Saturday, March 24, 2012

Welcome to Wonderland

I had a fascinating conversation yesterday with a lawyer who has set up a huge business just making short sales happen--where the bank OKs a sale for less than the amount they are owed on the note.  He says that Wells Fargo intends to count their losses on short sales against the amount they are supposed to take in reducing the principal on loans, pursuant to the $25 billion settlement the big banks made with the state attorney's general. That means that a program designed to keep people in their homes with new, affordable loans will be used to get them out.  Welcome to Wonderland, Alice.

Baum Firm Reaches Settlement With Attorney General

Baum Firm Reaches Settlement With Attorney General

Steven J. Baum, who led what was once New York's largest foreclosure firm before it closed its doors last year, has agreed not to handle foreclosure cases for lenders and servicers for two years under a settlement agreement with the New York Attorney General's Office.
Mr. Baum, his managing partner Brian Kumiega, the Baum firm and Pillar Processing will also pay $4 million under the deal.
According to the attorney general's office, between 2007 and 2010, the Baum Firm filed over 100,000 foreclosure proceedings and represented many of the largest servicers of residential mortgage loans. Pillar was formed by the firm to handle the bulk of the foreclosure processing.
The attorney general's office claimed that the Baum firm "repeatedly" filed legal papers in foreclosure and bankruptcy proceedings "without taking appropriate steps to verify the accuracy of" allegations, the lender's right to foreclose or to file a bankruptcy proof of claim.
 It's interesting to see what happens when a foreclosure mill's actions fall under close scrutiny.  It would be nice to see more of this kind of investigation, and to see it spread to the HOA/condo collection agency law firms. Let's turn over some rocks.

Thursday, March 22, 2012

Condo and HOA Law: Trayvon Martin tragedy in Central Florida HOA highlights need to know what association volunteers are doing!

Condo and HOA Law: Trayvon Martin tragedy in Central Florida HOA highlights need to know what association volunteers are doing!
Donna Berger asks some good questions about the Trayvon Martin killing. It appears that the killer claimed to be some sort of Neighborhood Watch in his gated HOA-run neighborhood. What did the HOA  know about his activities? What did they authorize or try to stop, if anything? And what should they have done or said?  As Berger notes, "In the coming weeks and months, more attention might turn to this Central Florida HOA especially in any civil actions the Martin family may bring."
Thanks to Fred Pilot for the link.

The New Suburban Poverty -

The New Suburban Poverty -
" In many of America’s once pristine suburbs, harbingers of inner-city blight — overgrown lots, boarded up windows, abandoned residences — are the new eyesores. From the Midwestern rust-belt to the burst housing bubbles of Nevada, California and Florida, even in small pockets of still affluent regions like Du Page County, Ill., the nation’s soaring poverty rates are visibly reclaiming last century’s triumphal “crabgrass frontier.” In well-heeled Illinois towns like Glen Ellyn and Elgin, unkempt, weedy lawns blot the formerly manicured, uniform and tidy landscape...One recent study conducted by Sean Reardon and Kendra Bischoff of Stanford University documented the spatial sorting by income that is going on, with the wealthy flocking together in new exurbs as well as gentrifying pockets of urban centers. "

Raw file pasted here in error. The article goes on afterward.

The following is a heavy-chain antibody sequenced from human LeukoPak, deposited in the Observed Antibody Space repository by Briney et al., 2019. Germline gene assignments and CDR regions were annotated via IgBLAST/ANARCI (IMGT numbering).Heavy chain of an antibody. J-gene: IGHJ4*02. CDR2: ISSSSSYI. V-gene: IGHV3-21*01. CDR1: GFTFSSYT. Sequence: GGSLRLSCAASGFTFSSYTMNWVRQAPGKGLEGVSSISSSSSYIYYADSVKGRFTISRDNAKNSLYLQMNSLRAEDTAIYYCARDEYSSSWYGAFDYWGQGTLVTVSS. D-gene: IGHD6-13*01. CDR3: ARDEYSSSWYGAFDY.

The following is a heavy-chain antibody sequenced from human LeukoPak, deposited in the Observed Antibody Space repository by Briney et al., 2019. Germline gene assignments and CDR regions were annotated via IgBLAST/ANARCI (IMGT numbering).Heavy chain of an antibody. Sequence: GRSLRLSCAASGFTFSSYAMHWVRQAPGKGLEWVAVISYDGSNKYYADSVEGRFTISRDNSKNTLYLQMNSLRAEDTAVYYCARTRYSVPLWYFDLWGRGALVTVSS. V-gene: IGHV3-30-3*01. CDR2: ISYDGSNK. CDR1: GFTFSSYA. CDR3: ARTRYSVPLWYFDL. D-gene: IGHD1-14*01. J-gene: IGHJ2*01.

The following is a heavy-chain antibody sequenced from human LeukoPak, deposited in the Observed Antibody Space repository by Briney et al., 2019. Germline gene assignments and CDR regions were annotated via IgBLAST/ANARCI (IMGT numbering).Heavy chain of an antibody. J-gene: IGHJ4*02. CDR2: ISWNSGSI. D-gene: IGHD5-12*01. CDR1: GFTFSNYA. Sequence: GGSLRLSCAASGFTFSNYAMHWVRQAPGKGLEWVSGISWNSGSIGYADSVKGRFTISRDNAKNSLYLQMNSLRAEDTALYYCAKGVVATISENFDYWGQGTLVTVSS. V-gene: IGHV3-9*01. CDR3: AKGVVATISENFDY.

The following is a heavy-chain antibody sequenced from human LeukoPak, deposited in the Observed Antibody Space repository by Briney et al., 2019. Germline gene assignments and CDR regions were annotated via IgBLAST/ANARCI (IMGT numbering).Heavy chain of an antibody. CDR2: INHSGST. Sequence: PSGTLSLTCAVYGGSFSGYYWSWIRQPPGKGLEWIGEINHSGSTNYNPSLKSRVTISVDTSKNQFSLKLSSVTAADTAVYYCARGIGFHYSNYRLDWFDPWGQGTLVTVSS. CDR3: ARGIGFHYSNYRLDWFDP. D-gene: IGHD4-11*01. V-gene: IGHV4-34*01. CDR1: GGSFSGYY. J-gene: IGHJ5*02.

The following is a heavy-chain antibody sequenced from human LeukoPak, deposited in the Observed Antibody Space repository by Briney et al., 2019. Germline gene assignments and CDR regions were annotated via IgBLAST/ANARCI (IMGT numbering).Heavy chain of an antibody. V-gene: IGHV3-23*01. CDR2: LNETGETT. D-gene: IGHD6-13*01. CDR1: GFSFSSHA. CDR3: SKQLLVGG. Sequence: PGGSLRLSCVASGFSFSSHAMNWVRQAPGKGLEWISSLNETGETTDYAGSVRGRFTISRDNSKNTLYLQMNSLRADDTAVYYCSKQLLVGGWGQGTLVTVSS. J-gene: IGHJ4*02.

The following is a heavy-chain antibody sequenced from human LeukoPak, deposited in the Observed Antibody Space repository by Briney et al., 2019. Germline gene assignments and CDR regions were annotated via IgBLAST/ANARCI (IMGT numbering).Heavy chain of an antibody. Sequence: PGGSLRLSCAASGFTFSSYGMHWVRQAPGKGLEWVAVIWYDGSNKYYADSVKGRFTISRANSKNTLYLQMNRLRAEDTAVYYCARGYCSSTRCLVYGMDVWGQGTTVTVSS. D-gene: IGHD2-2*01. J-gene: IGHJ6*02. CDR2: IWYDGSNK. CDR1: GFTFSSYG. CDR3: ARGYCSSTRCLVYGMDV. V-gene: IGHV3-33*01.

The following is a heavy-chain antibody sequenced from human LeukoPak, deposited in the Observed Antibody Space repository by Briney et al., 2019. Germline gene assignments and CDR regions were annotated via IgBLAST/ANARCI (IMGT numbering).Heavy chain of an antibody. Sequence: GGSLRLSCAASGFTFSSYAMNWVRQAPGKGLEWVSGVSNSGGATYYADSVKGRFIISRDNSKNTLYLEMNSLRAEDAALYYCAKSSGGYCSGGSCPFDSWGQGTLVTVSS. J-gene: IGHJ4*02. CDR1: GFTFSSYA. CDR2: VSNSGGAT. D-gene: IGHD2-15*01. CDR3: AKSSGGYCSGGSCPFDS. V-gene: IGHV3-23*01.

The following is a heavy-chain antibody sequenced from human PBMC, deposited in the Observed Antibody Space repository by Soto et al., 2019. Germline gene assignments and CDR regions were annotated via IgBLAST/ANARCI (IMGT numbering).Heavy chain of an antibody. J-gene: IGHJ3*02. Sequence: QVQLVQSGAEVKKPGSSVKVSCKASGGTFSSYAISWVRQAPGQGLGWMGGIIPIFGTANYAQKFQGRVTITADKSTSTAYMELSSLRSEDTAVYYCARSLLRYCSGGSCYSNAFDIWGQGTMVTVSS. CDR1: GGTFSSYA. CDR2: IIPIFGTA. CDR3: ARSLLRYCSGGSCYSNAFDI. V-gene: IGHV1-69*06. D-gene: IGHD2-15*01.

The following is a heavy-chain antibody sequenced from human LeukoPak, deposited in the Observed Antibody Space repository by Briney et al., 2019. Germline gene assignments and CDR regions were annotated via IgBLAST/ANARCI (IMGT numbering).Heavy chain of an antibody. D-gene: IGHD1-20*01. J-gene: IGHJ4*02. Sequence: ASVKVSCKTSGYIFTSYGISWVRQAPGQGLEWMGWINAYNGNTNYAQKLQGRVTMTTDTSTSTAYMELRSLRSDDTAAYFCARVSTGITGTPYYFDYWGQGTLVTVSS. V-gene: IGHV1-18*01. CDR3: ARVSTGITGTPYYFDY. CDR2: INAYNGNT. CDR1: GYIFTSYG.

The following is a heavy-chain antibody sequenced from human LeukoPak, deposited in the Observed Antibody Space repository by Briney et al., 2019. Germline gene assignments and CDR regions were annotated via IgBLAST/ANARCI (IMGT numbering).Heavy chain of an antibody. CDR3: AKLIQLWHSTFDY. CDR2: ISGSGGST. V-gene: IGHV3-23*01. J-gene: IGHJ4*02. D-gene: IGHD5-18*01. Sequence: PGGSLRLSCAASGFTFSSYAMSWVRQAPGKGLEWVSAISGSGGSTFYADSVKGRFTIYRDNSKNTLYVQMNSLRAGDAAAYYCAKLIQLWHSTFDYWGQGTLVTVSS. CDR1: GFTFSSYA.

This is a more nuanced statement of the case that David Rusk and Myron Orfield have been making for about 20 years:  inner ring suburbs are getting increasing population of poor people but have no systems in place for addressing their needs, and the affluent are moving out of inner ring suburbs to the new gated exurban subdivisions and fortified urban compounds. Then along came the recession, and now astronomical gas prices, and you have the makings for a political realignment of the the left.

Tuesday, March 20, 2012

U.S. Completes Sale of Mortgage-Backed Securities -

U.S. Completes Sale of Mortgage-Backed Securities -
 Treasury Department announced on Monday that it had finished selling the $225 billion in mortgage-backed securities it bought to help stabilize the markets during the worst of the financial crisis.
The government ended up making a $25 billion profit on the securities, which are guaranteed by Fannie Mae and Freddie Mac, the government-owned mortgage finance companies. The profit came from interest payments, principal and rising prices for the securities, the department said.